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Stress, pollution, fatigue: How traffic jams affect your health

Last Tuesday night, thousands of commuters and motorists were caught in a gridlock along EDSA and its arterial roads following a thunderstorm that caused flooding in some areas in Metro Manila during rush hour.

The traffic jam was so bad, many commuters spent hours on the road just to get home. Some managed to reach their destination only past midnight.

But traffic jams in the metro does not only happen when it rains or when protesters take to the streets; gridlocks are part of the daily grind here.

The Philippines placed fifth in the list of countries with the worst traffic in the world on Serbia-based online research database

But dealing with heavy traffic does not just make people late for work or dinner; several studies show that living with constant traffic congestion also has negative consequences on your health.

Metro Manila experienced a four-hour heavy downpour on Tuesday, September 8, which resulted in a six-hour carmageddon. Thousands of commuters and motorists were stranded due to traffic and floods. Photo shows EDSA and Reliance Street at a standstill. Photo: Michael Camu via YouScoop


According to a CNN report, a 2012 study by Washington University in St. Louis noted that long commutes eat up exercise time. Thus, long commutes are associated with higher weight, lower fitness levels, and higher blood pressure—all strong predictors of heart disease, diabetes, and some types of cancer.

The study also notes that "being exposed to the daily hassles of traffic can lead to higher chronic stress."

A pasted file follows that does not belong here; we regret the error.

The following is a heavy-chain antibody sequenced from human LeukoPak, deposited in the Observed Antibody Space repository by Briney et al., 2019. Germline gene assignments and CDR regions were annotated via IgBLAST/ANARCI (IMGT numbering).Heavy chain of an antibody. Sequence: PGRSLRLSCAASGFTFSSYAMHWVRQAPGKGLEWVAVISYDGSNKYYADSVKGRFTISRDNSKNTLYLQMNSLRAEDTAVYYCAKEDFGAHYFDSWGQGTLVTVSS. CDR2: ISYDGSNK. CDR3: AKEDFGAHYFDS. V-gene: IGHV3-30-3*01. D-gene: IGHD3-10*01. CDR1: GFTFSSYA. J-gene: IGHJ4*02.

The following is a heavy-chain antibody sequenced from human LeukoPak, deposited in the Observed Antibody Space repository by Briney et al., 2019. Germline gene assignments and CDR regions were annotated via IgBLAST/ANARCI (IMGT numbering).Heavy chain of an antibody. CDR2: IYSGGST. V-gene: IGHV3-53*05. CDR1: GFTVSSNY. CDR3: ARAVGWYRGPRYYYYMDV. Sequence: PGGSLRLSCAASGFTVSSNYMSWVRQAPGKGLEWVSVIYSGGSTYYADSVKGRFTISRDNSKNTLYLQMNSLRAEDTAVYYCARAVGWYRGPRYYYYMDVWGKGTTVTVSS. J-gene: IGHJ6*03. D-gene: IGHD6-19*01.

One of the stress triggers while driving during a traffic jam is impatience—having to wait for the traffic to move and dealing with the mistakes of other motorists on the road.

"Impatience, if you don't handle it at the beginning, tends to turn into resentment and anger," said University of Hawaii psychology professor Leon James, who co-authored "Road Rage and Aggressive Driving."

Stress, according to psychiatrist Emily Deans of Psychology Today, is a "killer disease" that makes people vulnerable to other diseases and even depression.

Air pollution

Commuters who are exposed to air pollution, like those riding in non-airconditioned vehicles such as jeepneys and motorcycles, double their health risk.

Aside from stress, they are also exposed to pollutants that can affect the lungs. In fact, the World Health Organization (WHO) said that air pollution is to blame for 3.2 million preventable deaths worldwide every year.

The National Emissions Inventory in 2012 said that 71 percent of air pollution in the country comes from vehicles on the road. This number is even higher in the National Capital Region (NCR) where 85 percent of air pollution comes from vehicles.  

Aside from chronic lung diseases, research by UC Irvine M.D./Ph.D. student Sharine Wittkopp and her peers finds that air pollution can cause blood pressure to rise and inflame the arteries, increasing heart attack and stroke risk.

"Blood pressure went up with increased traffic pollutants, and EKG (electrocardiogram) changes showed decreased blood flow to the heart," Wittkopp said.

Lack of sleep

Some commuters who were caught in Tuesday night's traffic mess were also deprived of sleep, especially those who had to get up early the next day to avoid the morning rush and get to work on time.  

A recent article on The Telegraph said that a week with less that six hours of sleep each night can lead to 711 changes in how genes work.

Sleep deprivation can also affect performance, attention, and long-term memory.

Moreover, lack of sleep can cause anxiety, exhaustion, frustration, impulsive behavior, lower immunity, and some mental health problems. It also encourages drug and alcohol use. — BM, GMA News